The Fall of the Faculty: The Rise of the All-Administrative University and Why It Matters

The Fall of the Faculty: The Rise of the All-Administrative University and Why It Matters

The Fall of the Faculty: The Rise of the All-Administrative University and Why It Matters

The Fall of the Faculty: The Rise of the All-Administrative University and Why It Matters

Synopsis

Until very recently, American universities were led mainly by their faculties, which viewed intellectual production and pedagogy as the core missions of higher education. Today, as Benjamin Ginsberg warns in this eye-opening, controversial book, "deanlets"--administrators and staffers often without serious academic backgrounds or experience--are setting the educational agenda.

The Fall of the Facultyexamines the fallout of rampant administrative blight that now plagues the nation's universities. In the past decade, universities have added layers of administrators and staffers to their payrolls every year even while laying off full-time faculty in increasing numbers--ostensibly because of budget cuts. In a further irony, many of the newly minted--and non-academic--administrators are career managers who downplay the importance of teaching and research, as evidenced by their tireless advocacy for a banal "life skills" curriculum. Consequently, students are denied a more enriching educational experience--one defined by intellectual rigor. Ginsberg also reveals how the legitimate grievances of minority groups and liberal activists, which were traditionally championed by faculty members, have, in the hands of administrators, been reduced to chess pieces in a game of power politics. By embracing initiatives such as affirmative action, the administration gained favor with these groups and legitimized a thinly cloaked gambit to bolster their power over the faculty.

As troubling as this trend has become, there are ways to reverse it.The Fall of the Facultyoutlines how we can revamp the system so that real educators can regain their voice in curriculum policy.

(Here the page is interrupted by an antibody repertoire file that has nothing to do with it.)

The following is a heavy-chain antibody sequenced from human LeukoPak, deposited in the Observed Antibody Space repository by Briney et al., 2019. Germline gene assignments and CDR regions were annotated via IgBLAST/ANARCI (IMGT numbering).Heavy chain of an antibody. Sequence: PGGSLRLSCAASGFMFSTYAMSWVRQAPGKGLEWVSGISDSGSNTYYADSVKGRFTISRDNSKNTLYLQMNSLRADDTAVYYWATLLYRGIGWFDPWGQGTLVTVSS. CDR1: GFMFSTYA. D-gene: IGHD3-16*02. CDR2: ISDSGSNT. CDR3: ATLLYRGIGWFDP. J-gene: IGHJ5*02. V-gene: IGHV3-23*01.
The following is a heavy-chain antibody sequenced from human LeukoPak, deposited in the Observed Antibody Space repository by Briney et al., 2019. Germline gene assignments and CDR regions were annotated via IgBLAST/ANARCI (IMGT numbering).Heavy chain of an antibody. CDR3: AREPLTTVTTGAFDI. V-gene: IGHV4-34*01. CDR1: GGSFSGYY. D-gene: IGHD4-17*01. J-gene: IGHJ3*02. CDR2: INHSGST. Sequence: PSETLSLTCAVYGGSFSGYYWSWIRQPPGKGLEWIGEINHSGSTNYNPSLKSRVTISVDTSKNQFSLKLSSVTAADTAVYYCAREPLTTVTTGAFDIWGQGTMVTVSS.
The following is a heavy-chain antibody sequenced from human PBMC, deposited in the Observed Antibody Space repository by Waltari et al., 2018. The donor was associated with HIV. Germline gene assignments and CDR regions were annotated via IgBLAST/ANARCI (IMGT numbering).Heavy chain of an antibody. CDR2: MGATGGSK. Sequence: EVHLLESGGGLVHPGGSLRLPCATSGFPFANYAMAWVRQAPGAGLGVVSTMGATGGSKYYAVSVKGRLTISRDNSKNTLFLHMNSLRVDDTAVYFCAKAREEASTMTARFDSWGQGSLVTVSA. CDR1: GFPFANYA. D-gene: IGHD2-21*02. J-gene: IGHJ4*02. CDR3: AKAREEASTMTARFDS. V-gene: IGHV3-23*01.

Excerpt

I BEGAN MY ACADEMIC career in 1968 as a graduate student at the University of Chicago, joined the Cornell faculty in 1973 as an assistant professor of government, and moved in 1992 to Johns Hopkins, where I was appointed and remain the David Bernstein Professor in the Department of Political Science. I have always felt fortunate to be associated with great universities where I have been surrounded by excellent colleagues and interesting students. Hence, I was saddened to learn from a recently published study that my own university ranks fourth in the nation in terms of the expansion of administrative and support personnel between 1997 and 2007. This finding, unfortunately, coincides with the personal observations that were among the factors prompting me to write this book.

My book sounds a warning and offers a prescription designed to slow if not halt the spread of administrative blight. The prescribed medication will come too late for some victims, but others may yet recover. That, at least, is my hope.

In writing this book I profited greatly from conversations with a number of my Hopkins colleagues, particularly Matthew A. Crenson and Robert Kargon. I am very grateful to my colleague Steve Teles for recommending the book to Oxford University Press and . . .

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